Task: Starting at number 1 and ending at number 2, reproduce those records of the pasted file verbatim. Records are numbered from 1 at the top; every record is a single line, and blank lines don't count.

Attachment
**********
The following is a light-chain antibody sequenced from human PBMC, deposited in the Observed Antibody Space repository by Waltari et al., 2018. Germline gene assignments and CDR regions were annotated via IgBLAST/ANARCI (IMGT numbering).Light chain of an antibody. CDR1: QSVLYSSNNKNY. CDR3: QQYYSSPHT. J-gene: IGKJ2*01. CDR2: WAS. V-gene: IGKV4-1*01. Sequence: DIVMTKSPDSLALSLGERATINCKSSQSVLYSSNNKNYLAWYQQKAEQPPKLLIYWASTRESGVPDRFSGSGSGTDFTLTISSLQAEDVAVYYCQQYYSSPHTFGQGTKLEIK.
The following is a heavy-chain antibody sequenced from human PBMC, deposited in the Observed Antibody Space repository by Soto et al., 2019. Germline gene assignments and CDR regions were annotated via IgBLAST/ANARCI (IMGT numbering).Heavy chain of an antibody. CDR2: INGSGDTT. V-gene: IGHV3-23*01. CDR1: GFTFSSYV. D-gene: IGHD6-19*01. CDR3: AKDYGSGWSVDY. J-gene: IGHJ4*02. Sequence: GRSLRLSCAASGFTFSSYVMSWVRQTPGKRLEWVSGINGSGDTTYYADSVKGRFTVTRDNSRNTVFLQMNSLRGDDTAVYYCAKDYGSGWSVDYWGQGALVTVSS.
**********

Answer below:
The following is a light-chain antibody sequenced from human PBMC, deposited in the Observed Antibody Space repository by Waltari et al., 2018. Germline gene assignments and CDR regions were annotated via IgBLAST/ANARCI (IMGT numbering).Light chain of an antibody. CDR1: QSVLYSSNNKNY. CDR3: QQYYSSPHT. J-gene: IGKJ2*01. CDR2: WAS. V-gene: IGKV4-1*01. Sequence: DIVMTKSPDSLALSLGERATINCKSSQSVLYSSNNKNYLAWYQQKAEQPPKLLIYWASTRESGVPDRFSGSGSGTDFTLTISSLQAEDVAVYYCQQYYSSPHTFGQGTKLEIK.
The following is a heavy-chain antibody sequenced from human PBMC, deposited in the Observed Antibody Space repository by Soto et al., 2019. Germline gene assignments and CDR regions were annotated via IgBLAST/ANARCI (IMGT numbering).Heavy chain of an antibody. CDR2: INGSGDTT. V-gene: IGHV3-23*01. CDR1: GFTFSSYV. D-gene: IGHD6-19*01. CDR3: AKDYGSGWSVDY. J-gene: IGHJ4*02. Sequence: GRSLRLSCAASGFTFSSYVMSWVRQTPGKRLEWVSGINGSGDTTYYADSVKGRFTVTRDNSRNTVFLQMNSLRGDDTAVYYCAKDYGSGWSVDYWGQGALVTVSS.